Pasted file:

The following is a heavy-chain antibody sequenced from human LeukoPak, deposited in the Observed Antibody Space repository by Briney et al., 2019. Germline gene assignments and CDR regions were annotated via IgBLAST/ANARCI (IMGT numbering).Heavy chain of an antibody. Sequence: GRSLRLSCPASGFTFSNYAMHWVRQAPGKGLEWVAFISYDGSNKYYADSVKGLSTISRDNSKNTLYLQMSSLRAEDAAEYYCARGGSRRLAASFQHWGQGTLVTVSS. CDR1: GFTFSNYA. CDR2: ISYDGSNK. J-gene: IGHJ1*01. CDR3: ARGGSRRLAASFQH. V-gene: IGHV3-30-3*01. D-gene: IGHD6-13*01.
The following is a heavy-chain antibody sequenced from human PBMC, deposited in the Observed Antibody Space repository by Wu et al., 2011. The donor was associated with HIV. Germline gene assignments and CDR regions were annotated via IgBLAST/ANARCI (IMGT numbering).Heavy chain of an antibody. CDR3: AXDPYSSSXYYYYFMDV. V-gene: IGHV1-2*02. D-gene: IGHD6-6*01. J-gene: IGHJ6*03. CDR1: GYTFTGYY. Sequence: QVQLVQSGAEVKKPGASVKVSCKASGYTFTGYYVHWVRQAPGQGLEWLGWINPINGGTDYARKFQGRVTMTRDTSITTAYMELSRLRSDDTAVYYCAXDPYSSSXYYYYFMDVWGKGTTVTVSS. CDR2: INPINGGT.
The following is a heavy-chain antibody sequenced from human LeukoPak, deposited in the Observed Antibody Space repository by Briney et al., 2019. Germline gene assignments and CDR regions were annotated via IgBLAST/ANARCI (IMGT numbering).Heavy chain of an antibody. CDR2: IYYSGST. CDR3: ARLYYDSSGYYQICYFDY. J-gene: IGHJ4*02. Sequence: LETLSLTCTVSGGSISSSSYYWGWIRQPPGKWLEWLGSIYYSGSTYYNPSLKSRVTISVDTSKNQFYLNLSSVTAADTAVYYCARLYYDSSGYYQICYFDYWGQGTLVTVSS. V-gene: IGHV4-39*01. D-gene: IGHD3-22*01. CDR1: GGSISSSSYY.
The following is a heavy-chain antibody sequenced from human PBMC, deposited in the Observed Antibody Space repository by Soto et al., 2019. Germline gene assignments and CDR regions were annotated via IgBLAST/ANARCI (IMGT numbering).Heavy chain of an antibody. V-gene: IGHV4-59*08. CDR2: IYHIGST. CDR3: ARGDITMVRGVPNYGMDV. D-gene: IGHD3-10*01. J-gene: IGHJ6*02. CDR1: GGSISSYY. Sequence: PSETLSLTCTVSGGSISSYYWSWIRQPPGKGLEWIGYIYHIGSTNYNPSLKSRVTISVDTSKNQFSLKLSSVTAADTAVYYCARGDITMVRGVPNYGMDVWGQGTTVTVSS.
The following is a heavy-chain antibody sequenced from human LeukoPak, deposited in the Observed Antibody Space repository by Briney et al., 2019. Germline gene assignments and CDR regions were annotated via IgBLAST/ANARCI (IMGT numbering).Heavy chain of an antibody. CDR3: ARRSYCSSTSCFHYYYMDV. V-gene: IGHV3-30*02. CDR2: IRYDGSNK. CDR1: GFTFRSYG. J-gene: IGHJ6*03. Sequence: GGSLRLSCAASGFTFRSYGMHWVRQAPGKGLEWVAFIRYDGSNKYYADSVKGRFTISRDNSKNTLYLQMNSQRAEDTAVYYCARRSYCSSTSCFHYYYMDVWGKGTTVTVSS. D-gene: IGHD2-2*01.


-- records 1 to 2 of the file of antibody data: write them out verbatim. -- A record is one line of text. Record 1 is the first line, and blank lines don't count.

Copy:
The following is a heavy-chain antibody sequenced from human LeukoPak, deposited in the Observed Antibody Space repository by Briney et al., 2019. Germline gene assignments and CDR regions were annotated via IgBLAST/ANARCI (IMGT numbering).Heavy chain of an antibody. Sequence: GRSLRLSCPASGFTFSNYAMHWVRQAPGKGLEWVAFISYDGSNKYYADSVKGLSTISRDNSKNTLYLQMSSLRAEDAAEYYCARGGSRRLAASFQHWGQGTLVTVSS. CDR1: GFTFSNYA. CDR2: ISYDGSNK. J-gene: IGHJ1*01. CDR3: ARGGSRRLAASFQH. V-gene: IGHV3-30-3*01. D-gene: IGHD6-13*01.
The following is a heavy-chain antibody sequenced from human PBMC, deposited in the Observed Antibody Space repository by Wu et al., 2011. The donor was associated with HIV. Germline gene assignments and CDR regions were annotated via IgBLAST/ANARCI (IMGT numbering).Heavy chain of an antibody. CDR3: AXDPYSSSXYYYYFMDV. V-gene: IGHV1-2*02. D-gene: IGHD6-6*01. J-gene: IGHJ6*03. CDR1: GYTFTGYY. Sequence: QVQLVQSGAEVKKPGASVKVSCKASGYTFTGYYVHWVRQAPGQGLEWLGWINPINGGTDYARKFQGRVTMTRDTSITTAYMELSRLRSDDTAVYYCAXDPYSSSXYYYYFMDVWGKGTTVTVSS. CDR2: INPINGGT.